Roll of the Dice…

“To the question, “Why am I old?” the usual answer is, “Because I am becoming dead.” But the facts show that I reveal more character as I age, not more death.”

― James Hillman, The Force of Character: And the Lasting Life

Photography 2019 ~Hudley Flipside

A time of family Closure. Steve’s only tattoo he got in the Navy Reserve, DICE.

I doubted my memory about this. A subtle move on Mike’s part if he even remembers me giving the badges to him. It is nice when The Fates send their gifts of magic. Helping me to remember more clearly, and helping me with the confidence to say, “Yes this it the truth. It really happened as I remember it happening.”

My oldest brother Steven J. Hudson died a couple of years ago. He was found in his apartment. These details are sketchy, and he is survived by his son and grandson.

Below is a story about my brother who spoke to me from the grave. I think he and Dennis Danell, the original bass player of Social Distortion, both are having some fun on the other side. They caught me in an “amber moment.” Affirming to me that the line between eternity and earthlings is often a fine line.

Brother Steve was a character… he died in his early 70s. He did so many things in life. He sailed, surfed, was a scuba diver, drank, ran marathons … he was a ladies’ man. He was a movie extra for years and knew many characters in the film industry too.

He told me once he kept books and documented all the shows and episodes he was on. I wish I had those books now.

Brother Greg and Steve once said they were going to write a memoir or novel about Steve’s movie experience. I told Steve I was eager to do it too. If Steve only asked me to do it… it would have been done.

I have viewed him on many shows. I like watching reruns from the 60s through the 80s because you never know where his mug will show up.

Here is the story documented … with images to boot… a real life from the beyond story.

I saw SD at their 40th anniversary last December. Mike / band was impressive. He was wearing the badges I gave to Dennis (rip) on his guitar belt. I stole those badges from my oldest brother Steve. He had several police badges and such. He got them as a movie actor / extra. He was pissed. A nice synchronicity.

After the show in 2019 I saw this episode a couple years later…

Crazy night, I am watching Kolchak: The Night Stalker and saw my brother Steve (rip). He was a movie extra for years.

I am watching the Bad Medicine episode.

Steve is playing a police officer! I took his badges … a few years later. He kept them in a basket in his apartment. Those badges have a story too!

He just affirmed it tonight! Wow … ❤️ kind of spooked!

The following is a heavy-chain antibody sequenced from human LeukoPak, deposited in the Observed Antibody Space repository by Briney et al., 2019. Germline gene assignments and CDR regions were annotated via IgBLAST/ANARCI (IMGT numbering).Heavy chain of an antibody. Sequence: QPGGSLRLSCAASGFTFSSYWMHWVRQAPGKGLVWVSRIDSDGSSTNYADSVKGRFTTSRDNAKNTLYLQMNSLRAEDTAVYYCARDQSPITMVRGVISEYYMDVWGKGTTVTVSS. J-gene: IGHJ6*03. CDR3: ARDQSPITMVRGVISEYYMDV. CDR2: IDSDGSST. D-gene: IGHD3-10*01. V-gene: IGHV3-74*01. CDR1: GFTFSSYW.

Thanks Kolchak!

Steve Hudson

Photos taken from my TV

Notice the Browse star police badge on Steve’s shirt and Mike’s guitar belt… the touch point of humor from the other side.

Gregory Hudson

“Give sorrow words; the grief that does not speak knits up the o-er wrought heart and bids it break.”

― William Shakespeare, Macbeth

The last of the summer Dionysian Hollyhocks in my Garden

Grief and responsibility are two words that I am feeling right now after the death of my older brother Greg, or some call him Gregory.

When I was young, he was a fun and challenging responsible brother. As I got older, I found him distant and lacking the kind of responsibility that comes from a life that is often not perfect. We all have our demons, but Greg was not shy about his.

I am not going to write about his life here.

I have studied many esoteric books and I can give Greg the respect of inspiring me to look this direction.

He studied Rudolf Steiner and I others. I think we studied and experienced our share of mysticism and occult as well as Native American spirituality. We both grew up on the same hills that were wild and whimsical… calling us to our natural spirituality of questions.

I have learned that after death we are given the ability to look over our lives. All the good things and bad. What we did to ourselves and others. Yet when a family member dies, we too ‘the living’ indirectly go through a parallel experience.

I am letting my psyche grieve out. Like the rain today that is a gentle sprinkling while shearing, the cosmos gives back gems and reflections of memories too.

I love my brother Greg and I will miss him showing up out of nowhere, to get a pint from the local Pickwick pub with some Fish and Chips. He was not dependable, but he had a unique pattern about him that made life fun.

I have come to realize that I am a responsible person. Greg was too as a teacher who had good friends.

I like to document things, write, and take care of my family. I wish Greg followed through with some of his writing project ideas.

I can say that Greg had a good life holding many adventures, trials and loves. I wish him well on his journey away from us. I hope when he comes to me during his retrospection of life, he will find one of his four siblings doing what they do as reasonably happy and forgiving.

This is what we humans are made up of, our contrary ways. None of us get away with anything…

Greg had a dark side too. Our family does… standing up to them has been something I had to do. I am glad I did. “So It Goes.”

“So it’s true, when all is said and done, grief is the price we pay for love.”

― E.A. Bucchianeri, Brushstrokes of a Gadfly.

April 22, 22. A new edition to this real narrative.

An image / watercolor has come back to me. Greg sent this to me once. My mother framed it for me. She always kept the image in house. After they passed it soon was gone. One day Greg decided to go throughout my parent’s house. Cleaning and maybe taking things. He had some strange notion that the images and art on my parent’s walls had some vast hidden child favoritism. I did not see it that way. Yet my mom had a way of preserving many of the things of her kids. This image is one of them. So, the journey of this image is a profound one.

First in the 1970s Greg created it and sent it to me. I loved. Mom and I framed it. (1972) Then after our parent’s died Greg took the painting back with him to northern California. (2013) After Greg’s death his x-wife returned the watercolor back to me. (2022)

From Northern California Siobhan mailed it to Missoula Montana. My sister Sallie received it and mailed it back to me in southern California.

A strange journey for a watercolor.

It reminds me of the film The Ninth Configuration (also known as Twinkle, Twinkle, “Killer” Kane). A sign was meant to be given to one of two friends. Whoever died first would give that special message. That life goes on after death.

I think this is a good affirmation from my brother that life goes on. My brother loved me. I loved him and thinking back to when I was a very young girl that meant all the world to me.